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If you or someone in your family has allergies or asthma, offers tips to help make your home a better place to breathe easier.

Identify Triggers
One major step is figuring out what causes yours or a family member’s allergy or asthma attacks. Different people will react to different allergens and irritants (things that can irritate the lungs). Consult a doctor about tests to learn what exactly is causing a reaction. Once you identify these triggers, you can take steps to get rid of or avoid those things in your home.

Make Bedrooms Safer
We all spend a lot of time in our bedrooms, so work to keep allergens and irritants out of yours.

  • Cover your mattresses and pillows in “dust proof” or “allergen proof” covers to combat allergens, namely dust mites.
  • Wash all bedding in very hot water (at least 130 degrees Fahrenheit) once a week. Go to a laundromat if the water in your home doesn’t get that hot.
  • If you have pets that you’re allergic to, like cats or dogs, keep them out of the bedroom.
  • If possible, remove all carpets; it’s easier to keep bare floors clean.

Control Moisture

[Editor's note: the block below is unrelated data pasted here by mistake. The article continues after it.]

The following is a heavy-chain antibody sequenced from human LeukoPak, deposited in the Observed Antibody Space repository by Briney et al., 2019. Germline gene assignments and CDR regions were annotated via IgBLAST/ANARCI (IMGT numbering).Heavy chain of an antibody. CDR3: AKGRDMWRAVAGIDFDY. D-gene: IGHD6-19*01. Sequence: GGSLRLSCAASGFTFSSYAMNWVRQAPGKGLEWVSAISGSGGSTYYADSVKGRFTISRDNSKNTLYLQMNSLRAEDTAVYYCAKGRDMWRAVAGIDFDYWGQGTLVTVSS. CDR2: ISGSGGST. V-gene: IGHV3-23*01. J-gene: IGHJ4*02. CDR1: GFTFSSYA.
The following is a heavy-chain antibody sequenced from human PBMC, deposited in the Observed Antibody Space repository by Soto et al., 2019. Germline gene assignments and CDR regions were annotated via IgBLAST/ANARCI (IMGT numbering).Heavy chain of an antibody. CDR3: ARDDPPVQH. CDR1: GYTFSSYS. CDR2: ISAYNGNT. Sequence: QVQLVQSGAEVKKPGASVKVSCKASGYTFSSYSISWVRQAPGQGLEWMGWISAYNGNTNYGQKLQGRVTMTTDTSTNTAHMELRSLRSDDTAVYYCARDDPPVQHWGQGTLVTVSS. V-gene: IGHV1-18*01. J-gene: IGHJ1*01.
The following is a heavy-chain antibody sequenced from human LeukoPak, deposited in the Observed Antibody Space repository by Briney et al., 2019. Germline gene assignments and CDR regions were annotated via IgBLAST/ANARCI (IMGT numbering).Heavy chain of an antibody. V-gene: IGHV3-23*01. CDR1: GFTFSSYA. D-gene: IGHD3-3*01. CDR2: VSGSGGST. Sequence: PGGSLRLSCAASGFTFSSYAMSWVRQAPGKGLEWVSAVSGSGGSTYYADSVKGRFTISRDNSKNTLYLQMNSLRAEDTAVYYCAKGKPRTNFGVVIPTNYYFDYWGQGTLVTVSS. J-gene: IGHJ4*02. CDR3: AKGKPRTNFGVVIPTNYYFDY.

Keep your home dry to prevent mold. Mold, a common asthma trigger, can start to grow in wet or damp places within just one or two days.

  • If you have a water leak, clean up the water immediately. Fix the leak as soon as possible.
  • When you take a shower, run the bathroom fan or open the window for at least 20 minutes afterward.
  • Check the humidity level in your home with a moisture or humidity meter (available at hardware stores). You may need to use a de-humidifier or air conditioner to keep the humidity level below 60 percent–between 30 and 50 percent is best.
  • Safely clean mold or throw out moldy items. You may need to consult a specialist for bad cases.

Keep Pests Out
Rodents and cockroaches might cause allergy or asthma attacks, among other health issues, so practice pest prevention.

  • Fix leaks in sinks and toilets.
  • Put trays under your plants, radiators and refrigerator. Check the trays for water and clean them often.
  • Store food, including pet food, in closed containers.
  • Clean up crumbs and spills right away.
  • Fill in cracks or holes that could be good indoor hiding places for pests.
  • Put screens in your windows and doors.
  • If you see roaches or rodents, call a pest control company.

Go Smoke-Free
Tobacco smoke, including secondhand smoke, can make asthma worse. And babies who live in homes where people smoke are at higher risk of developing asthma. If you smoke, make a plan to quit today. If you have guests who smoke, ask them to do so outside.

Breathing too much smoke from a wood-burning stove or fireplace can also cause an asthma attack. If you can avoid it, don’t burn wood in your home.

For more help, consult a doctor about managing allergies or asthma.